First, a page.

Proceeds of Crime Bill

[back to previous text]

Mr. Ainsworth: As we go through the Bill, we will be able to show that that is not the case. I recall the comments of the hon. Member for Beaconsfield about the retrospective nature of the Bill. However, amendments have been tabled that will allow the Committee to explore whether it is retrospective. I believe that the hon. Gentleman's comments were not justified.

I wish to plough through this group of amendments to raise the key issues, so that hon. Members can discuss them, as I have kicked the general principle around for a long while.

Column Number: 438

Mr. Grieve: The Minister said that we tabled an amendment that would make it impossible to bring arms trafficking within the category. That mystified me, and it would be helpful if he would explain why that amendment would have that effect.

11.15 am

Mr. Ainsworth: The hon. Gentleman is saying that a definitive list must be drawn up now, and that there must not be any additions to it, so if it subsequently becomes obvious that a crime should be added, new primary legislation will be needed.

Until recently, it was not generally recognised that organised crime is heavily involved in people trafficking. However, we now know that it is heavily involved in the abuse of asylum, and that it shifts between drug trafficking and people trafficking, according to which activity is more profitable at any given time. The hon. Gentleman is suggesting that if such a situation were to arise again, new primary legislation would have to be introduced to deal with it, and that the Secretary of State should not be allowed, with Parliamentary scrutiny, to bring that within the compass of the regulations by order.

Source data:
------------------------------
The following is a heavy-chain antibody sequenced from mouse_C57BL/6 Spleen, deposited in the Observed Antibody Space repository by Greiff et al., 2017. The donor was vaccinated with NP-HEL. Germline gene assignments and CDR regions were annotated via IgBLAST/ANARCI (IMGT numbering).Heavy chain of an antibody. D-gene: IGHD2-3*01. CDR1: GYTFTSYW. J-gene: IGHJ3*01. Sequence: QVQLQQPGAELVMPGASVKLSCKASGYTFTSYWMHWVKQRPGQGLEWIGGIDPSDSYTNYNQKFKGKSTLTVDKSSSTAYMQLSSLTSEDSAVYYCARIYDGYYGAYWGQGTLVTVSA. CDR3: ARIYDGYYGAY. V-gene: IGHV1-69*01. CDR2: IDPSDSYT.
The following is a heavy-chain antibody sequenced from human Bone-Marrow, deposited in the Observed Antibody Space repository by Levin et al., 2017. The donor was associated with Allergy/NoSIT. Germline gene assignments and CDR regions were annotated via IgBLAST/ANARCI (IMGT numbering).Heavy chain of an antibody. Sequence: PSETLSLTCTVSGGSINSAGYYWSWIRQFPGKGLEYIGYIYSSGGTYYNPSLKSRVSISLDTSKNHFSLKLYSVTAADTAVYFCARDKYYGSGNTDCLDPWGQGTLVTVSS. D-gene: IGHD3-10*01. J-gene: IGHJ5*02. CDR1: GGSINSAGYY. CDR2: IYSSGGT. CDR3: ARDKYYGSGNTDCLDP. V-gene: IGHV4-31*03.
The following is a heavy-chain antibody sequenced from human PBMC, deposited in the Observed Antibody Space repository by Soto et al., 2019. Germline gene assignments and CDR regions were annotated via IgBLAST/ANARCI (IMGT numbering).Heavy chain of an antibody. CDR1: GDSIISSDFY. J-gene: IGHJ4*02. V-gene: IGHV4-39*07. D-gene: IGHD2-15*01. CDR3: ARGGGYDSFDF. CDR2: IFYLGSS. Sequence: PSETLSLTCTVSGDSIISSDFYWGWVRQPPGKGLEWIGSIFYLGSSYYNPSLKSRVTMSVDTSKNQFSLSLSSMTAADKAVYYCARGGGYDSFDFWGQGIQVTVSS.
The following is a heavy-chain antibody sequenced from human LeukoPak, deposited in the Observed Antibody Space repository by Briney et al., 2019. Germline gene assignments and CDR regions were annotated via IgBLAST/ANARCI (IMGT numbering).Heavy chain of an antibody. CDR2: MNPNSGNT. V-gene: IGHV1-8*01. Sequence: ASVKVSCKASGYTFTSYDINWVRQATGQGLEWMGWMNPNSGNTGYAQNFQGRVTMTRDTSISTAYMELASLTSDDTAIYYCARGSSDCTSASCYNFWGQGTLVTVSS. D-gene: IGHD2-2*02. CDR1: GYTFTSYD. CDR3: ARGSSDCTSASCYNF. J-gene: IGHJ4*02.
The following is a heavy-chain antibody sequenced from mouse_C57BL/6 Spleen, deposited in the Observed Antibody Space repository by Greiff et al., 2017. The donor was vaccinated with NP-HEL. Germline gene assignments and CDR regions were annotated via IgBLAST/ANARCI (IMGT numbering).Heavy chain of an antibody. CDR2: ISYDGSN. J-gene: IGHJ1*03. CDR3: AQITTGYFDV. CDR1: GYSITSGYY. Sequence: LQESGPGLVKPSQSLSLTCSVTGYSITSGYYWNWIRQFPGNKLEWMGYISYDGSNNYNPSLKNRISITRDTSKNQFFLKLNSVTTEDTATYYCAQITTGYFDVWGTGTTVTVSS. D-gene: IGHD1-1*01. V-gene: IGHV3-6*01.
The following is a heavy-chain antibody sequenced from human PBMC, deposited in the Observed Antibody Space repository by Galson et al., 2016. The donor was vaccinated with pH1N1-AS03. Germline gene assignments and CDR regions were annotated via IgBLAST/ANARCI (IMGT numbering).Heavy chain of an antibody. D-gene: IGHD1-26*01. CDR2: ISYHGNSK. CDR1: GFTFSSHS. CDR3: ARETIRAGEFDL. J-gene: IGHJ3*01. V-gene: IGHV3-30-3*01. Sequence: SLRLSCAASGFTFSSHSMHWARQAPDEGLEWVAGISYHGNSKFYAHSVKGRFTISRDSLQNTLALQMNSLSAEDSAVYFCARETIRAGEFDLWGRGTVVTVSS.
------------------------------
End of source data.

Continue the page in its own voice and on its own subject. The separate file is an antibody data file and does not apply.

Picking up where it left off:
Mr. Hawkins: That is incorrect. Assuming that what the Minister describes as people trafficking is a criminal offence, will he explain why that would not be covered by subsection (2)(d)? I appreciate that, before he answers that question, he may wish to receive advice from his officials. However, if the Home Secretary's blanket discretion as laid out in subsection (2)(c) is excised, subsection (2)(d) would still be included, as would subsection (2)(e)—unless amendment No. 279, which was tabled by Liberal Democrat Members and with which I have some sympathy, is made. This is not a matter of, ''You have to have all of them.'' With regard to the way that the Bill is drafted, any of them will do.

The Chairman: Order. I do not need any of them.

Mr. Ainsworth: The hon. Gentleman knows—or he ought to know, if he has read the Bill, as, unlike me, he is legally trained—that, to trigger paragraph (d), there would be a requirement to show that the person was not only involved in people trafficking on one occasion but had been involved in other criminal activity on more than one occasion. That is the difference between subsection (2)(d) and the list that would be included with the Bill of those crimes that would automatically trigger the assumption of a criminal lifestyle. As the hon. Gentleman knows that, I think that we are playing games.

Mr. Paul Stinchcombe (Wellingborough): I hope that I am not playing games. I wish to ask a question about the most obvious and serious criminal for gain, which is the hitman. Would a hitman fall within the definitions of the Bill or the list, if he were a hitman on only one occasion?

Mr. Ainsworth: He certainly could be categorised as having committed an acquisitive crime, because I am sure that he would not have been a hitman merely for

Column Number: 439